Sunday, April 18, 2010

Good Luck, Penelope

Penelope Trunk, ace bloggerette, ties the knot today after what feels like a lifetime of ups and downs with her Farmer. Along with about half a million other people, I wish them both a lifetime of growth and happiness.

La Trunk is an enchanting writer, and has become a part of my routine like my favourite slippers (before the dog ate them) or evenings at the fencing club (before kids revision schedules got in the way). I seem to be running short of cozy routines. Happily, her blog is still there (twice this week). So I do feel a tiny thrill of linkage to this event, thousands of miles away among people I will never meet. Especially as she arranged it for my birthday.

I may not be the first to notice that you can slip into someone's head with different levels of subtlety.

1. Use my name for a straightforward, open approach


If you use my name in conversation or writing, you switch me into "greeting" mode. It's like knocking on the front door: I'll come to meet you courteously, ready to think about what you are offering me. Usually, this is what you want.

2. Grab my attention with a special date

Then there is the special date. For most of us, the most special date is our birthday. Seeing this date triggers unreliable memories of gifts, meals, parties, excitement, happiness and love.At least, it does for me. Even if the actual events may sometimes have been objectively disappointing, I remember them as they should have been. This hoard of memory sits surprisingly deep. It's as though the inner lizard is actually a sleeping dragon and this is his treasure. He is very attached to his hoard, and any reminder will wake him up and get him interested.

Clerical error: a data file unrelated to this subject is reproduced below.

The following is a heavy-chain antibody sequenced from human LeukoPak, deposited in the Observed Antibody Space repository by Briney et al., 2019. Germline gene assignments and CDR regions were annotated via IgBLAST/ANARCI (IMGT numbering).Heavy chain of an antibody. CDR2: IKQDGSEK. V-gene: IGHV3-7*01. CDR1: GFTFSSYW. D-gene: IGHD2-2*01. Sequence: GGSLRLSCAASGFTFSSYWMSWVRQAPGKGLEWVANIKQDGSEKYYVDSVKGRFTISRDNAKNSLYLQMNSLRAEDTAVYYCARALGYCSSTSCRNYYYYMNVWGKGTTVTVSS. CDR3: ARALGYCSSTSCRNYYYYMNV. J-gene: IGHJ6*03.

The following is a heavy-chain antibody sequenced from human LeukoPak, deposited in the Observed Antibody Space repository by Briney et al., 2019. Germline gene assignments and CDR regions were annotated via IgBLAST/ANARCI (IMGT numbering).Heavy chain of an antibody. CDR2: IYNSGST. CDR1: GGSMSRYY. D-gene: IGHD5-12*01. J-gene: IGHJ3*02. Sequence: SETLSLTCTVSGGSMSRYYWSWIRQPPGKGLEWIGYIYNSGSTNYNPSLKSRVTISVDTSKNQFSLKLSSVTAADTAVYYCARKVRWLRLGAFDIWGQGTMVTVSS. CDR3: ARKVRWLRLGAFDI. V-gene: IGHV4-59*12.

In other words, it's a shortcut to my happy place.

3. Do something clever with my name


On a memorable visit to the Indigo specialist printing company in Israel, I got back to my hotel room after the first day to find a calendar pushed under the door. On each page was a landscape photo with my name spelled out in some way. (The first was an Alpine scene where the skiers spelt "WILL". And so on.) This slipped straight through the open back door into the kitchen and poured itself a cup of coffee, as it were. Apart from being amazed at the technology (there were eighty people on the visit, and we each got our own personalised calendar), and though my thinking mind knew that this was no more than a mailmerge, I did feel rather special.

They had taken the step beyond routine good manners. Like the person you meet at a party who looks into your eyes and repeats your name. Hint: as people expect less courtesy, the bar is getting lower. These habits are easy to practice and are available to all.

4. Blow me away with a wordless image


Finally, you can surprise me with an image. Done well, this is very, very powerful. Possibly slight overkill to encourage people to pay their TV licences, but this (*) is exactly the response I expect when news of my blog leaks out beyond the discerning few. (Stick with it.)





(*) I am grateful to Jon Moon for this link. I've mentioned him once before. He won't help you organise your life. He won't inspire you to brilliance. He won't lead you safely through the maze of social media marketing. He  will simply show you how to design your documents for clarity and impact. You can find him here, with lots of fun stuff. He sent his fans this DIY Hero link.

He has done a lovely version of the Downfall subtitles, "Hitler Hates the Sales Presentation". What is it about these particular four minutes that make it such a great spotlight for all the stupidities of modern life?



(Today is shaping shaped up rather well, since you ask, with blogging first thing, a beautiful bright morning which will probably draw drew me out of my pit before I finished and good wishes from family and friends.Then rather a good adaptation of Robert Harris's The Ghost, birthday tea and a couple of games of Carcassonne with sprog 5 - honours even. Rounded off with a little quiet blogging and pigging out on Whittards plain chocolate orange strips.)